Rolling With The Punches-The Allen Toussaint Songbook
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Who is better qualified than Allen Toussaint to feature in Ace s Songwriter Series? Toussaint songs span seven decades of popular music. His prolific catalogue boasts an incredible number of hits and Pop/R&B standards, and he might well be the only composer whose songs have topped the Pop, R&B and country charts at various times. Toussaint songs have advertised everything from Coca Cola and chocolate to Boots The Chemist. They have been used as TV themes and featured in film soundtracks. He s scored hits in every decade from the 1950s onwards and is still doing so in the 21st century. In addition he either discovered or nurtured the talents of a raft of pivotal R&B acts, among them Aaron Neville, Benny Spellman, Irma Thomas and Lee Dorsey, all of whom recorded some of Toussaint's best songs. The two dozen songs on Rolling With The Punches - a CD which carries the personal approval and endorsement of Mr Toussaint himself focus on a 20-year period that covers the 1960s and 1970s. The diversity of performers shows just how adaptable to all sorts of genres Toussaint s work is and offers an affectionate salute to his lyrical and melodic supremacy that has long been overdue. It would be impossible to fit all of his most famous songs on one CD but our overview embraces several of his biggest as well as showcasing some beautiful songs that are no less worthy of great public acclaim.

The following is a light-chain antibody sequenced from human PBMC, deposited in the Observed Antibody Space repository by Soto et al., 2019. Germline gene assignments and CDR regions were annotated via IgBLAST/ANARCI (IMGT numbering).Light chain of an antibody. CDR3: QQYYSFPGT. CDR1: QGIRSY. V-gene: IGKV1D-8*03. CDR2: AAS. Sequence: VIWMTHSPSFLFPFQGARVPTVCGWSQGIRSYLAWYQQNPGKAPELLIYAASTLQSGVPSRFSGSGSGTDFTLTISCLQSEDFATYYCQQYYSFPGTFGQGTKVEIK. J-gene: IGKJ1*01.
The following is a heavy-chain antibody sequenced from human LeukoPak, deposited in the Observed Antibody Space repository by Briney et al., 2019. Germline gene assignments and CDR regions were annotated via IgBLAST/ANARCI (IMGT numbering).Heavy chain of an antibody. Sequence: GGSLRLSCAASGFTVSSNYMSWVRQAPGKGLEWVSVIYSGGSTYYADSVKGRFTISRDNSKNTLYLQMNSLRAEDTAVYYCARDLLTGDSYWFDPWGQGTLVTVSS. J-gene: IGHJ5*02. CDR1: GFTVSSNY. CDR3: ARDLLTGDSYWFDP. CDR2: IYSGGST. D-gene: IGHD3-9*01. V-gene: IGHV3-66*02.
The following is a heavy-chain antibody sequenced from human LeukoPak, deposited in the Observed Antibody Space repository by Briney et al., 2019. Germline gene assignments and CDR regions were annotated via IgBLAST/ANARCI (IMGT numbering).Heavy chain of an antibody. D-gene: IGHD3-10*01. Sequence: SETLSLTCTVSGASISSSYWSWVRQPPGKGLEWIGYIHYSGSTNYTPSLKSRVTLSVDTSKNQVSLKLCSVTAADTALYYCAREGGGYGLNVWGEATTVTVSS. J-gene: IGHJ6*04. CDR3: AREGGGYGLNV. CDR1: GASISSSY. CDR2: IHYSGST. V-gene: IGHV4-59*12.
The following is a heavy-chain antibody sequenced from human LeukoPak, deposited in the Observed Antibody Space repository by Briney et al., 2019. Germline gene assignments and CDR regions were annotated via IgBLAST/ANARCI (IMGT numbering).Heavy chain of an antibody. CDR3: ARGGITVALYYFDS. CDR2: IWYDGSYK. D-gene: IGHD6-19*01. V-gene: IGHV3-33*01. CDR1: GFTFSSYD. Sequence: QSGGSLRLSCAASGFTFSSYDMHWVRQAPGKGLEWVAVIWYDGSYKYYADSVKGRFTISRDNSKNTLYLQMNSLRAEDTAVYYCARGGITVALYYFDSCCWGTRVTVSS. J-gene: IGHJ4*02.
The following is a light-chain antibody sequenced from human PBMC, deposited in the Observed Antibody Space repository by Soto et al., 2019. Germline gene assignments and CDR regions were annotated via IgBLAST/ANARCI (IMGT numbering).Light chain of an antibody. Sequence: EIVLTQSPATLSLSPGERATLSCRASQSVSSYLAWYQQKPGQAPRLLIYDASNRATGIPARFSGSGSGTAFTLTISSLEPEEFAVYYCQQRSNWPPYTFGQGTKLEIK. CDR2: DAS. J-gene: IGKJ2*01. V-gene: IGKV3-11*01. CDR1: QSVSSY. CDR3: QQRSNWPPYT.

Top Customer Reviews
It is possible to nitpick endlessly with the track selection for a CD like this, especially since Mr. Toussaint has penned enough classic tunes to fill several CDs but overall Ace do a good job with some excellent surprising choices like Bill Medley's version of "Freedom For The Stallion" and more amazingly The Judds version of Lee Dorsey's "Working In A Coalmine" which is almost funky (!) despite their country credentials and it emanating from the mid-80's when being 'funky' wasn't on top of anyone's agenda! Most of the tracks are from the '69 to '79 time period and mesh pretty well together which makes the few early to mid-'60's tracks sound a little out of place fine songs though they are (eg. Lee Dorsey's "Holy Cow"; Aaron Neville's "Let's Live"). It'd probably been a better move to stick to the '69-'79 decade especially since this time period is relatively unanthologised in regard to the Toussaint canon as opposed to the '60s where there are numerous Toussaint compilations, both multi- and single-artist.
That said there are numerous top-notch performances from admitted Toussaint admirers like Boz Scaggs, Bonnie Raitt, Lowell George (pretty much the cream of the 70's SoCal singers and players....) and even our own Robert Palmer, with help from Little Feat, and Frankie Miller (who even hired Toussaint to produce his excellent "High Life" album).Read more ›
Most Helpful Customer Reviews on Amazon.com (beta)